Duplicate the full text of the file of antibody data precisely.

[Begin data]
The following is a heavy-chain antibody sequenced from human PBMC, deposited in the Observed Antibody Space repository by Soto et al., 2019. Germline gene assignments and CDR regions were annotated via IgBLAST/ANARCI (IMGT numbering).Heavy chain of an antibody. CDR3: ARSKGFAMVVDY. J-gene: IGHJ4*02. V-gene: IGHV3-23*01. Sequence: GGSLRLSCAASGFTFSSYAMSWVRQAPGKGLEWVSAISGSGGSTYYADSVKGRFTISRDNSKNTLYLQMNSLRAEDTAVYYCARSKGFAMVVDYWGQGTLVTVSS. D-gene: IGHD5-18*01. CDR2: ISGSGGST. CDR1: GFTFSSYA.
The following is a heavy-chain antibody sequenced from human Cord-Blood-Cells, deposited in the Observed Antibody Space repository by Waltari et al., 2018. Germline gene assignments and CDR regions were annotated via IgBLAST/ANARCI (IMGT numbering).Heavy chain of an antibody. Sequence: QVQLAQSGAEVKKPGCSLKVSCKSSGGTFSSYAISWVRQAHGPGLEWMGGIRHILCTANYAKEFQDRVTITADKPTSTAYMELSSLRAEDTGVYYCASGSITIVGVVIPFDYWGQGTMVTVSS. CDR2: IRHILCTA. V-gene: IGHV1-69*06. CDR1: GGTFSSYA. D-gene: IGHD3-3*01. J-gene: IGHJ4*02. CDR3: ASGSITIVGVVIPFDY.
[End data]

The following is a heavy-chain antibody sequenced from human PBMC, deposited in the Observed Antibody Space repository by Soto et al., 2019. Germline gene assignments and CDR regions were annotated via IgBLAST/ANARCI (IMGT numbering).Heavy chain of an antibody. CDR3: ARSKGFAMVVDY. J-gene: IGHJ4*02. V-gene: IGHV3-23*01. Sequence: GGSLRLSCAASGFTFSSYAMSWVRQAPGKGLEWVSAISGSGGSTYYADSVKGRFTISRDNSKNTLYLQMNSLRAEDTAVYYCARSKGFAMVVDYWGQGTLVTVSS. D-gene: IGHD5-18*01. CDR2: ISGSGGST. CDR1: GFTFSSYA.
The following is a heavy-chain antibody sequenced from human Cord-Blood-Cells, deposited in the Observed Antibody Space repository by Waltari et al., 2018. Germline gene assignments and CDR regions were annotated via IgBLAST/ANARCI (IMGT numbering).Heavy chain of an antibody. Sequence: QVQLAQSGAEVKKPGCSLKVSCKSSGGTFSSYAISWVRQAHGPGLEWMGGIRHILCTANYAKEFQDRVTITADKPTSTAYMELSSLRAEDTGVYYCASGSITIVGVVIPFDYWGQGTMVTVSS. CDR2: IRHILCTA. V-gene: IGHV1-69*06. CDR1: GGTFSSYA. D-gene: IGHD3-3*01. J-gene: IGHJ4*02. CDR3: ASGSITIVGVVIPFDY.